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Technology Development Board India funds Dhruva Space for “Solar Array Project”

As a significant step towards indigenization in the space sector and aligning with its mission of advancing indigenous capabilities, The Technology Development Board (TDB) is proud to announce its financial support for the project titled “Space Grade Solar Array Fabrication and Test Facility” by M/s Dhruva Space Private Limited, Hyderabad. TDB has sanctioned financial assistance for this space startup, demonstrating its confidence in the project’s potential to drive technological advancements in the space industry.

With TDB’s backing, Dhruva Space is undertaking an ambitious initiative to develop and commercialize space-grade solar array fabrication and testing processes tailored for spacecraft applications. The primary objective of this project is to pioneer technological innovations in solar panel manufacturing to meet the rigorous demands of on-orbit usage. 

The project entails several key innovations, including the adoption of new materials like carbon fiber and resins for substrate-side IP to enhance performance and durability. It also focuses on process innovations in solar cell assembly (SCA) through novel stringing and bonding techniques. Dhruva Space aims to manufacture high-efficiency solar panels using triple-junction GaAs technology, targeting an efficiency of up to 30%. Additionally, a specialized test facility will be developed to ensure compliance and certification of space-grade solar arrays.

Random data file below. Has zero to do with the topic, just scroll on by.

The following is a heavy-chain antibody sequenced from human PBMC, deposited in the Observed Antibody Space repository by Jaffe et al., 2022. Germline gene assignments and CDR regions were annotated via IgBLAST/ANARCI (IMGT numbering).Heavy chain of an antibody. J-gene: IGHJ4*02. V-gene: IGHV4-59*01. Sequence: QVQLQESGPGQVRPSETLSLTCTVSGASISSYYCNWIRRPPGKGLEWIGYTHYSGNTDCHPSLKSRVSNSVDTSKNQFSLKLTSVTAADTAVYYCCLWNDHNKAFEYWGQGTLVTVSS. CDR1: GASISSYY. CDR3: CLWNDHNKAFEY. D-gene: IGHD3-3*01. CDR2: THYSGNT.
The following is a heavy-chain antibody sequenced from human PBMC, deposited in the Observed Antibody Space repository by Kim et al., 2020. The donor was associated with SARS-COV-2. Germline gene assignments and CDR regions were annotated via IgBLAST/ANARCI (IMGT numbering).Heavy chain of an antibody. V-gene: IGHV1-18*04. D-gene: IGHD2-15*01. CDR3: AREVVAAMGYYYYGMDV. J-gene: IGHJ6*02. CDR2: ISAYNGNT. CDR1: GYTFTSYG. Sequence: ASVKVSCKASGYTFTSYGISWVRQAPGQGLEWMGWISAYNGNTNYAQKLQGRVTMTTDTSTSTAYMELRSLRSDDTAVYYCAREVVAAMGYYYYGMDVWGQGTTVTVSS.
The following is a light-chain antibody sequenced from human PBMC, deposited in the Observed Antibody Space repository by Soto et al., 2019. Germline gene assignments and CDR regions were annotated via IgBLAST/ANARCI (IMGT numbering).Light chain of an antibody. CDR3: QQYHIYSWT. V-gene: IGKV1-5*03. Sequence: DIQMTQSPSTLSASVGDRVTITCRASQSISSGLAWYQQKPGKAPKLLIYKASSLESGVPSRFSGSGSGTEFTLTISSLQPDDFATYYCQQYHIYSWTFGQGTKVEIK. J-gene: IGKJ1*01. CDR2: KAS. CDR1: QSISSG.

Furthermore, the project encompasses a series of space-qualified processes, including substrate fabrication, precise cell welding, secure cell bonding, integration of electrical harnesses, and comprehensive testing and evaluation. Mechanical tests will cover vibration, shock, and full-panel assessments, while electrical evaluations will utilize a Large Area Pulsed Sun Simulator for thorough testing. Environmental testing will include thermo-vacuum chamber conditions and acoustic testing, with zero-gravity (Zero G) deployment simulations to assess performance in space environments.